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Image: Farm Economy

Overview



Related Reports

USDA Agricultural Projections to 2023, released in February 2014, provide longrun projections for the farm sector for the next 10 years. These annual projections cover agricultural commodities, agricultural trade, and aggregate indicators of the sector, such as farm income.

Important assumptions for the projections include the following:

  • Steady global economic growth is assumed in the projections.  Developing countries grow faster than developed countries and, thus, account for an increasing share of the world economy.
  • Increases in world population continue to slow. Population growth in most developing countries remains above that in the rest of the world.
  • Population gains in developing countries--along with higher incomes, increased urbanization, and expansion of the middle class--are particularly important for growth in global food demand.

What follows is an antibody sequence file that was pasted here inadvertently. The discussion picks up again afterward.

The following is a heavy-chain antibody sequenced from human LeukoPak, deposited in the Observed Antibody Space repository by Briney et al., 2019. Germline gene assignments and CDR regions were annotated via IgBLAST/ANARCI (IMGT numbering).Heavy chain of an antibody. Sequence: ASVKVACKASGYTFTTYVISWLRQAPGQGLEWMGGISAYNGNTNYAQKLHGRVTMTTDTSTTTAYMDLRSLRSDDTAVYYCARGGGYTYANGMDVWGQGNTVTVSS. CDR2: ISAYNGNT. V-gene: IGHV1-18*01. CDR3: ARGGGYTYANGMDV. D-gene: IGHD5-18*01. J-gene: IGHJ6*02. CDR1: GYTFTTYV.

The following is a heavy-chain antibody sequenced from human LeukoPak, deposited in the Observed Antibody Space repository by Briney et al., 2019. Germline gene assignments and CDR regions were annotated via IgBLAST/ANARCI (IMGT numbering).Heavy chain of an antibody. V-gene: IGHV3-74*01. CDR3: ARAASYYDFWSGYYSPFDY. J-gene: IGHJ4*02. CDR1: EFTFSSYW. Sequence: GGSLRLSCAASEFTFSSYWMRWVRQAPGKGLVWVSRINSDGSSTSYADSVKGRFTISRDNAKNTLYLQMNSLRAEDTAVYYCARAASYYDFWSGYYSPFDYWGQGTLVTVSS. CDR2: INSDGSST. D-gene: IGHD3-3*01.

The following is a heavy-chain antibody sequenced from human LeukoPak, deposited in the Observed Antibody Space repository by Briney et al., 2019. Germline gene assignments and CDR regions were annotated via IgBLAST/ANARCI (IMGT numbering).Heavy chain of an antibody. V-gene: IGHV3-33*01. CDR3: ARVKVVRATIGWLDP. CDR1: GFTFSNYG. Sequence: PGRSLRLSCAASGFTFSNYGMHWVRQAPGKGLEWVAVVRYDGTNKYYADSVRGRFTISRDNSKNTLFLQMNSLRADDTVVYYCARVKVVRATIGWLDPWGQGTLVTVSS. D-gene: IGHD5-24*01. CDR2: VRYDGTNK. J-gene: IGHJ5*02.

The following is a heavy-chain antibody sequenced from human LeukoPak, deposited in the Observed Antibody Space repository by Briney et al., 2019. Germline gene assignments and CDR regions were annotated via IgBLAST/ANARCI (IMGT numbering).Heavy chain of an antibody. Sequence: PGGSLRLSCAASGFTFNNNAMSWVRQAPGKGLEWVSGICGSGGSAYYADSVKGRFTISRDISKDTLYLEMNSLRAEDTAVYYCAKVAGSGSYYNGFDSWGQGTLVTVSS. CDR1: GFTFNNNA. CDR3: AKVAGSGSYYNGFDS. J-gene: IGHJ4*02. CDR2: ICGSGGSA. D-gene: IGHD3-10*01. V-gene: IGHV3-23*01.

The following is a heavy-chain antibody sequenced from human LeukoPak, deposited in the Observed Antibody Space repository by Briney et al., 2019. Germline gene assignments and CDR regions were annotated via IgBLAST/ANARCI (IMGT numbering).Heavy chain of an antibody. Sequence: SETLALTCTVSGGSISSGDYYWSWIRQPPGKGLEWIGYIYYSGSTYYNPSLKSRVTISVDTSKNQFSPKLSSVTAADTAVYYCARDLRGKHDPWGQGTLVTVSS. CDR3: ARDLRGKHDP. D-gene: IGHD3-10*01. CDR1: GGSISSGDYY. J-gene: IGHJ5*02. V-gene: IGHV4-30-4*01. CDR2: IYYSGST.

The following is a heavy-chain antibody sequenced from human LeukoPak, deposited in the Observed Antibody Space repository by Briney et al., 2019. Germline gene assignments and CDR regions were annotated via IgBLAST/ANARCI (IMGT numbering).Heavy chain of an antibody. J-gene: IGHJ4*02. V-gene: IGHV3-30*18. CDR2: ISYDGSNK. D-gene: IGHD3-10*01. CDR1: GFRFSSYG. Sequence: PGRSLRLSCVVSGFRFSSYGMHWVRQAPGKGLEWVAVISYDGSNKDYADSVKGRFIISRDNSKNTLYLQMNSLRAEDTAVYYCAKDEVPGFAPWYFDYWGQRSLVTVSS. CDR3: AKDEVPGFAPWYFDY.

• Continued global expansion of biofuels further adds to world demand for agricultural products.

Key results in the projections include the following:

  • Prices for major crops decrease in the early years of the projections as global production responds to recent high prices.
  • Lower feed costs improve livestock sector returns and provide economic incentives for projected longrun increases in U.S. meat production.
  • World economic growth and demand for biofuels combine to support longer run increases in consumption, trade, and prices for agricultural products.
  • Following the near-term declines, prices for corn, wheat, oilseeds, and many other crops remain historically high.
  • Declining crop prices lead to reductions in the values of U.S. agricultural exports and farm cash receipts rise through 2016.  Export values and cash receipts then grow over the rest of the projection period as steady domestic and international economic growth, a weak U.S. dollar, and continuing production of biofuels support longer term demand for U.S. agricultural products.  Production expenses also rise beyond 2015, but net farm income remains historically high.

Last updated: Friday, February 14, 2014

For more information contact: Paul Westcott and Ronald Trostle